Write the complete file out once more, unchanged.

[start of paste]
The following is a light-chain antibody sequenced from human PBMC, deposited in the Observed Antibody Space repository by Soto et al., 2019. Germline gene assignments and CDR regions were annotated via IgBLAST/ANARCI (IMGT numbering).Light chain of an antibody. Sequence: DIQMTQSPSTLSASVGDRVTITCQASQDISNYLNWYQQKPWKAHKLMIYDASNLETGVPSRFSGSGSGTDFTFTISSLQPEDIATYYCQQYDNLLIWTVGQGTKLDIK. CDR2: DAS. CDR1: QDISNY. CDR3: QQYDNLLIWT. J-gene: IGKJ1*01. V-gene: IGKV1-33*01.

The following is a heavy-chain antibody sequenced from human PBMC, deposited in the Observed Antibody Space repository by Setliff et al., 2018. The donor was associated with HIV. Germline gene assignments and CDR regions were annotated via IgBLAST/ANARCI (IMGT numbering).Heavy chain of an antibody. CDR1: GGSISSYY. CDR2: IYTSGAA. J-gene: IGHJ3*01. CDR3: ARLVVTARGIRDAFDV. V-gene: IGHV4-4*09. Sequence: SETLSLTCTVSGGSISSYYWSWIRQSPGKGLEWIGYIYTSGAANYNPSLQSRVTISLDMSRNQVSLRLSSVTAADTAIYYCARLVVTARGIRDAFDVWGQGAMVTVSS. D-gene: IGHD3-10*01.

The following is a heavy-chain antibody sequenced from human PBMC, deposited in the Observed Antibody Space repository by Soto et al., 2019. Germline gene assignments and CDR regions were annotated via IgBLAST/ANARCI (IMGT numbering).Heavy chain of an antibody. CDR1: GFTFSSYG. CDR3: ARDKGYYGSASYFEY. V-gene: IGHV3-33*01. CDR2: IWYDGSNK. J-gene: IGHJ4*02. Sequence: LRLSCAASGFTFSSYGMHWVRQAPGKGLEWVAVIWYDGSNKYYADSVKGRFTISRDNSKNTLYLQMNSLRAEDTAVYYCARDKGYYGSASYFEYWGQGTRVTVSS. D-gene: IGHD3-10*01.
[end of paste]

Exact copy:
The following is a light-chain antibody sequenced from human PBMC, deposited in the Observed Antibody Space repository by Soto et al., 2019. Germline gene assignments and CDR regions were annotated via IgBLAST/ANARCI (IMGT numbering).Light chain of an antibody. Sequence: DIQMTQSPSTLSASVGDRVTITCQASQDISNYLNWYQQKPWKAHKLMIYDASNLETGVPSRFSGSGSGTDFTFTISSLQPEDIATYYCQQYDNLLIWTVGQGTKLDIK. CDR2: DAS. CDR1: QDISNY. CDR3: QQYDNLLIWT. J-gene: IGKJ1*01. V-gene: IGKV1-33*01.

The following is a heavy-chain antibody sequenced from human PBMC, deposited in the Observed Antibody Space repository by Setliff et al., 2018. The donor was associated with HIV. Germline gene assignments and CDR regions were annotated via IgBLAST/ANARCI (IMGT numbering).Heavy chain of an antibody. CDR1: GGSISSYY. CDR2: IYTSGAA. J-gene: IGHJ3*01. CDR3: ARLVVTARGIRDAFDV. V-gene: IGHV4-4*09. Sequence: SETLSLTCTVSGGSISSYYWSWIRQSPGKGLEWIGYIYTSGAANYNPSLQSRVTISLDMSRNQVSLRLSSVTAADTAIYYCARLVVTARGIRDAFDVWGQGAMVTVSS. D-gene: IGHD3-10*01.

The following is a heavy-chain antibody sequenced from human PBMC, deposited in the Observed Antibody Space repository by Soto et al., 2019. Germline gene assignments and CDR regions were annotated via IgBLAST/ANARCI (IMGT numbering).Heavy chain of an antibody. CDR1: GFTFSSYG. CDR3: ARDKGYYGSASYFEY. V-gene: IGHV3-33*01. CDR2: IWYDGSNK. J-gene: IGHJ4*02. Sequence: LRLSCAASGFTFSSYGMHWVRQAPGKGLEWVAVIWYDGSNKYYADSVKGRFTISRDNSKNTLYLQMNSLRAEDTAVYYCARDKGYYGSASYFEYWGQGTRVTVSS. D-gene: IGHD3-10*01.